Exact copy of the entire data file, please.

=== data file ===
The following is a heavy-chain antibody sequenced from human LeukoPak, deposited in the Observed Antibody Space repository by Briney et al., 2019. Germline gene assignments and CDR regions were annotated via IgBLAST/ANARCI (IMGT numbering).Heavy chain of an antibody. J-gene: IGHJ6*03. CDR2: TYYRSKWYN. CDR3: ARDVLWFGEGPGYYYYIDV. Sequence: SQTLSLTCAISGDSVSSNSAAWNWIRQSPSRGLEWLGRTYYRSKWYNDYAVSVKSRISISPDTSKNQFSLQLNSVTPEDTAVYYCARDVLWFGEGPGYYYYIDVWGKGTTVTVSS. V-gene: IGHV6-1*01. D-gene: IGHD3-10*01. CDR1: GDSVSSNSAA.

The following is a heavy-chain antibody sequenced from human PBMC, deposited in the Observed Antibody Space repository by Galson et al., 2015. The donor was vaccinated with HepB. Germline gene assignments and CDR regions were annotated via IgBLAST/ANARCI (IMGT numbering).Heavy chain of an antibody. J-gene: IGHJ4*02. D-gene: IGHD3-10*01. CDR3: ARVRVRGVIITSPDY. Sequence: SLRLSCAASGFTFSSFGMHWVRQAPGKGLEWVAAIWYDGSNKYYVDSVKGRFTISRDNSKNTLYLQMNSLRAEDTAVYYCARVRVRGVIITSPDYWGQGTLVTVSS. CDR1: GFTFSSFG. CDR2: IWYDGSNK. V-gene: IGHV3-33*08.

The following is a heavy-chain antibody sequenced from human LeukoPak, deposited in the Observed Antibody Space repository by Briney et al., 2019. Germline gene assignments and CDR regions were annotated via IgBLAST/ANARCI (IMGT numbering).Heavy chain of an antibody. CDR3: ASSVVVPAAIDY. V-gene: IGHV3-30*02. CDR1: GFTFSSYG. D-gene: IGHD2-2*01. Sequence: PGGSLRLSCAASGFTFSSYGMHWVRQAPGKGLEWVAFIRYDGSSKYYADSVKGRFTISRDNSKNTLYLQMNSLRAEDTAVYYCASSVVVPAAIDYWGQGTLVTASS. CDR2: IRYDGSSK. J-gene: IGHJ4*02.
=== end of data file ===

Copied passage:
The following is a heavy-chain antibody sequenced from human LeukoPak, deposited in the Observed Antibody Space repository by Briney et al., 2019. Germline gene assignments and CDR regions were annotated via IgBLAST/ANARCI (IMGT numbering).Heavy chain of an antibody. J-gene: IGHJ6*03. CDR2: TYYRSKWYN. CDR3: ARDVLWFGEGPGYYYYIDV. Sequence: SQTLSLTCAISGDSVSSNSAAWNWIRQSPSRGLEWLGRTYYRSKWYNDYAVSVKSRISISPDTSKNQFSLQLNSVTPEDTAVYYCARDVLWFGEGPGYYYYIDVWGKGTTVTVSS. V-gene: IGHV6-1*01. D-gene: IGHD3-10*01. CDR1: GDSVSSNSAA.

The following is a heavy-chain antibody sequenced from human PBMC, deposited in the Observed Antibody Space repository by Galson et al., 2015. The donor was vaccinated with HepB. Germline gene assignments and CDR regions were annotated via IgBLAST/ANARCI (IMGT numbering).Heavy chain of an antibody. J-gene: IGHJ4*02. D-gene: IGHD3-10*01. CDR3: ARVRVRGVIITSPDY. Sequence: SLRLSCAASGFTFSSFGMHWVRQAPGKGLEWVAAIWYDGSNKYYVDSVKGRFTISRDNSKNTLYLQMNSLRAEDTAVYYCARVRVRGVIITSPDYWGQGTLVTVSS. CDR1: GFTFSSFG. CDR2: IWYDGSNK. V-gene: IGHV3-33*08.

The following is a heavy-chain antibody sequenced from human LeukoPak, deposited in the Observed Antibody Space repository by Briney et al., 2019. Germline gene assignments and CDR regions were annotated via IgBLAST/ANARCI (IMGT numbering).Heavy chain of an antibody. CDR3: ASSVVVPAAIDY. V-gene: IGHV3-30*02. CDR1: GFTFSSYG. D-gene: IGHD2-2*01. Sequence: PGGSLRLSCAASGFTFSSYGMHWVRQAPGKGLEWVAFIRYDGSSKYYADSVKGRFTISRDNSKNTLYLQMNSLRAEDTAVYYCASSVVVPAAIDYWGQGTLVTASS. CDR2: IRYDGSSK. J-gene: IGHJ4*02.